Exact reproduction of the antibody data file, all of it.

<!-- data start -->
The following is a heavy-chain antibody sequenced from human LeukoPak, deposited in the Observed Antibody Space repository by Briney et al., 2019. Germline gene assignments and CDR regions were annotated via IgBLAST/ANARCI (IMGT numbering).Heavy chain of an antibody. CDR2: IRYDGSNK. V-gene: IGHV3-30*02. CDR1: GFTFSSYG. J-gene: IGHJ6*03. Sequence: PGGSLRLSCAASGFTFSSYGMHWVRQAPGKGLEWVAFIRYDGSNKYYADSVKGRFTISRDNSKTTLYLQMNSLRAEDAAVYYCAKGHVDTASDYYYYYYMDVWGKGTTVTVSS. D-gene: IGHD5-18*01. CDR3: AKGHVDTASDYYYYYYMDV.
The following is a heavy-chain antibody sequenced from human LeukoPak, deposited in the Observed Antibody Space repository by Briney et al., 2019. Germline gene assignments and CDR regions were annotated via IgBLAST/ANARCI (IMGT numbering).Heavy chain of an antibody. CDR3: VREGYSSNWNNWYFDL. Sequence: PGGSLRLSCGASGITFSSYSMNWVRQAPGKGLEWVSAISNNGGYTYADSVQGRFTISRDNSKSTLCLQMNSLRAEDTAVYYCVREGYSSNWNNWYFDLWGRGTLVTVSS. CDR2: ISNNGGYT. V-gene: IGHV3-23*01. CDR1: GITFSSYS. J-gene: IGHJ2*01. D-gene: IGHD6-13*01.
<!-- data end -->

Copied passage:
The following is a heavy-chain antibody sequenced from human LeukoPak, deposited in the Observed Antibody Space repository by Briney et al., 2019. Germline gene assignments and CDR regions were annotated via IgBLAST/ANARCI (IMGT numbering).Heavy chain of an antibody. CDR2: IRYDGSNK. V-gene: IGHV3-30*02. CDR1: GFTFSSYG. J-gene: IGHJ6*03. Sequence: PGGSLRLSCAASGFTFSSYGMHWVRQAPGKGLEWVAFIRYDGSNKYYADSVKGRFTISRDNSKTTLYLQMNSLRAEDAAVYYCAKGHVDTASDYYYYYYMDVWGKGTTVTVSS. D-gene: IGHD5-18*01. CDR3: AKGHVDTASDYYYYYYMDV.
The following is a heavy-chain antibody sequenced from human LeukoPak, deposited in the Observed Antibody Space repository by Briney et al., 2019. Germline gene assignments and CDR regions were annotated via IgBLAST/ANARCI (IMGT numbering).Heavy chain of an antibody. CDR3: VREGYSSNWNNWYFDL. Sequence: PGGSLRLSCGASGITFSSYSMNWVRQAPGKGLEWVSAISNNGGYTYADSVQGRFTISRDNSKSTLCLQMNSLRAEDTAVYYCVREGYSSNWNNWYFDLWGRGTLVTVSS. CDR2: ISNNGGYT. V-gene: IGHV3-23*01. CDR1: GITFSSYS. J-gene: IGHJ2*01. D-gene: IGHD6-13*01.